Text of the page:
I didn't suggest that Bell's campaign could, should or has filled a void in awareness, care, funds, etc. made my society/public/government. Private support certainly is not enough and Bell isn't suggesting that Let's Talk is enough. Governments and NPOs, among others need to do more, much more, to reduce this disparity.

    In a way it seems Bell's identification of mental health stigma and lack of awareness and conversation itself suggest that public apathy has gotten us into this mess. I agree we shouldn't rely on private, but we do need them. Look at who funds major wards of hospitals.

    Matt- Great point. So much of funding and awareness is politically driven. Why not work with those forces to foster public/social action and complement it? Provided it's ethical, which unfortunately it often isn't, private companies and individuals can make a huge difference.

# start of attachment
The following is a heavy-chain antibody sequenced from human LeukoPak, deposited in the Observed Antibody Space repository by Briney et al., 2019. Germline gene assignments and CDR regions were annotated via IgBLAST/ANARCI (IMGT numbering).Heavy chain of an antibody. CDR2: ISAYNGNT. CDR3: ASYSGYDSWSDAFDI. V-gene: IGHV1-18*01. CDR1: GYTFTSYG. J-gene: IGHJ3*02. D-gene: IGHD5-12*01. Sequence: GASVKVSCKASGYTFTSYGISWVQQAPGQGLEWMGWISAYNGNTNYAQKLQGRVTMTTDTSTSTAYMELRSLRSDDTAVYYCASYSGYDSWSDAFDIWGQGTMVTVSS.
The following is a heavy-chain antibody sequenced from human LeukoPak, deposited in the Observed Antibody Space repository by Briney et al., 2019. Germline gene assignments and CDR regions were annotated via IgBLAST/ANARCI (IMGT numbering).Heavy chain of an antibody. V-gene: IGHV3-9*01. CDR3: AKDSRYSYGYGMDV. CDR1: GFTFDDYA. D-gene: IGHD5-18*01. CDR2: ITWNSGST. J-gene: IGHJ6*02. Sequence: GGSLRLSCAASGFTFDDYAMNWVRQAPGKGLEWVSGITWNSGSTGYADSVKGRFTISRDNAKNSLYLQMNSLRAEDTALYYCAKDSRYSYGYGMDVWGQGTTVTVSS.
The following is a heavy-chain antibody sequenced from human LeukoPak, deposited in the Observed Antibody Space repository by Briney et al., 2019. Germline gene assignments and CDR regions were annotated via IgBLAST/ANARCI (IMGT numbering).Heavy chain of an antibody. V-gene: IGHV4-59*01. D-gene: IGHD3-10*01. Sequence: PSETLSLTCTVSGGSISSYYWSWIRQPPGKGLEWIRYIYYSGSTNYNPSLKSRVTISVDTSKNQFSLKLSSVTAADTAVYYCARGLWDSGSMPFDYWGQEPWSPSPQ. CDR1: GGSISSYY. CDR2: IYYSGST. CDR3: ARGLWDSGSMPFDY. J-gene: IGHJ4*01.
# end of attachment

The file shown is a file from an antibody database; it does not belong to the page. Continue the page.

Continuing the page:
9. Do you know if Bell's mobile sub-companies (Solo and Virgin) are also participating in this campaign? I've been trying without success to find that information today.

    1. Hi Kiti! I wrote this post a couple of years ago and I honestly don't know if sub-companies are participating. Sorry! Thanks for visiting.